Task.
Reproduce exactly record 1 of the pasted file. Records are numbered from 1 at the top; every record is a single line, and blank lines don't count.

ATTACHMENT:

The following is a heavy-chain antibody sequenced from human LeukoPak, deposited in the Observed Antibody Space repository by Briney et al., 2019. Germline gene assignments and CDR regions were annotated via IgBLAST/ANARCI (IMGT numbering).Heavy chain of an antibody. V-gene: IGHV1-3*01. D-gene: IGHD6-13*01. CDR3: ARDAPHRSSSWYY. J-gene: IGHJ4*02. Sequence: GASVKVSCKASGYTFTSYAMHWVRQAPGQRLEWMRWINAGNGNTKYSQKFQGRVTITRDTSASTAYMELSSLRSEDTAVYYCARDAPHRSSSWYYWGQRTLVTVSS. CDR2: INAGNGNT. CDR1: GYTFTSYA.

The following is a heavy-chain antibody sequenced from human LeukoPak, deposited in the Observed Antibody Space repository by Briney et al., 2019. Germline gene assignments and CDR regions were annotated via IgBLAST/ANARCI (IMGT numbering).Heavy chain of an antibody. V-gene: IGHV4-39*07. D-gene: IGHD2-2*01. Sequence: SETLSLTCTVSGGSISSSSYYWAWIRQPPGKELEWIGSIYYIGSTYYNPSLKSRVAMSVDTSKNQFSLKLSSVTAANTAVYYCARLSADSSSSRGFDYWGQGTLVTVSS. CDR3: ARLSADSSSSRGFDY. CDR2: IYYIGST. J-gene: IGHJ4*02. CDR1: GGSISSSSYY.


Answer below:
The following is a heavy-chain antibody sequenced from human LeukoPak, deposited in the Observed Antibody Space repository by Briney et al., 2019. Germline gene assignments and CDR regions were annotated via IgBLAST/ANARCI (IMGT numbering).Heavy chain of an antibody. V-gene: IGHV1-3*01. D-gene: IGHD6-13*01. CDR3: ARDAPHRSSSWYY. J-gene: IGHJ4*02. Sequence: GASVKVSCKASGYTFTSYAMHWVRQAPGQRLEWMRWINAGNGNTKYSQKFQGRVTITRDTSASTAYMELSSLRSEDTAVYYCARDAPHRSSSWYYWGQRTLVTVSS. CDR2: INAGNGNT. CDR1: GYTFTSYA.